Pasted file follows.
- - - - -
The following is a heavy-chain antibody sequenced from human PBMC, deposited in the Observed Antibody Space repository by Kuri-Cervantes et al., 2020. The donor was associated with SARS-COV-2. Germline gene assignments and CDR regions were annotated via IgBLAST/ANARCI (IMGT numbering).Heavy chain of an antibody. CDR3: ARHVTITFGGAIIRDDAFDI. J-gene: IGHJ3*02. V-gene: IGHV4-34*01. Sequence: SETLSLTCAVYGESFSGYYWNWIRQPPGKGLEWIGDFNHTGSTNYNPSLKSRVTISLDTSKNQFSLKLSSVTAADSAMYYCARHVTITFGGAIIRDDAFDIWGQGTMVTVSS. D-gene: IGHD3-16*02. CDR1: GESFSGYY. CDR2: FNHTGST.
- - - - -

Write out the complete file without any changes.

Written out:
The following is a heavy-chain antibody sequenced from human PBMC, deposited in the Observed Antibody Space repository by Kuri-Cervantes et al., 2020. The donor was associated with SARS-COV-2. Germline gene assignments and CDR regions were annotated via IgBLAST/ANARCI (IMGT numbering).Heavy chain of an antibody. CDR3: ARHVTITFGGAIIRDDAFDI. J-gene: IGHJ3*02. V-gene: IGHV4-34*01. Sequence: SETLSLTCAVYGESFSGYYWNWIRQPPGKGLEWIGDFNHTGSTNYNPSLKSRVTISLDTSKNQFSLKLSSVTAADSAMYYCARHVTITFGGAIIRDDAFDIWGQGTMVTVSS. D-gene: IGHD3-16*02. CDR1: GESFSGYY. CDR2: FNHTGST.